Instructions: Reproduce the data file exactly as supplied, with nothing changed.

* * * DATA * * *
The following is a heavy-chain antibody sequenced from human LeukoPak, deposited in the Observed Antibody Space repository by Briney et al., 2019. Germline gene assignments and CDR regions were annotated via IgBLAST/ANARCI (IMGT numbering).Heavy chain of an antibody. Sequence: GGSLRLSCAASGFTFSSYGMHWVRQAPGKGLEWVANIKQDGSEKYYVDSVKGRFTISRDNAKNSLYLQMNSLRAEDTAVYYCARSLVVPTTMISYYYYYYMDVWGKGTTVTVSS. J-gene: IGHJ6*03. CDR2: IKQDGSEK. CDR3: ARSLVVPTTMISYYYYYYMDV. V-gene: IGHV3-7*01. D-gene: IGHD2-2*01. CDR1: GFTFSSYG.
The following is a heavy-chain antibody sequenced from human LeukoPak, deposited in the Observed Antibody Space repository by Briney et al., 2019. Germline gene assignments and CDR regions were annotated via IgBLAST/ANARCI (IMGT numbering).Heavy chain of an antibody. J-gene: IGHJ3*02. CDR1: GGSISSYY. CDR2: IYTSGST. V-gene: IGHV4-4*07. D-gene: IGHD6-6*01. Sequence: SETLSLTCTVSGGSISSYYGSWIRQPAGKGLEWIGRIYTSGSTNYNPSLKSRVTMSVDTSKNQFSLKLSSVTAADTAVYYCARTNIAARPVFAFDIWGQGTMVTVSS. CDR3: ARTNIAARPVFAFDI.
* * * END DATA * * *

The following is a heavy-chain antibody sequenced from human LeukoPak, deposited in the Observed Antibody Space repository by Briney et al., 2019. Germline gene assignments and CDR regions were annotated via IgBLAST/ANARCI (IMGT numbering).Heavy chain of an antibody. Sequence: GGSLRLSCAASGFTFSSYGMHWVRQAPGKGLEWVANIKQDGSEKYYVDSVKGRFTISRDNAKNSLYLQMNSLRAEDTAVYYCARSLVVPTTMISYYYYYYMDVWGKGTTVTVSS. J-gene: IGHJ6*03. CDR2: IKQDGSEK. CDR3: ARSLVVPTTMISYYYYYYMDV. V-gene: IGHV3-7*01. D-gene: IGHD2-2*01. CDR1: GFTFSSYG.
The following is a heavy-chain antibody sequenced from human LeukoPak, deposited in the Observed Antibody Space repository by Briney et al., 2019. Germline gene assignments and CDR regions were annotated via IgBLAST/ANARCI (IMGT numbering).Heavy chain of an antibody. J-gene: IGHJ3*02. CDR1: GGSISSYY. CDR2: IYTSGST. V-gene: IGHV4-4*07. D-gene: IGHD6-6*01. Sequence: SETLSLTCTVSGGSISSYYGSWIRQPAGKGLEWIGRIYTSGSTNYNPSLKSRVTMSVDTSKNQFSLKLSSVTAADTAVYYCARTNIAARPVFAFDIWGQGTMVTVSS. CDR3: ARTNIAARPVFAFDI.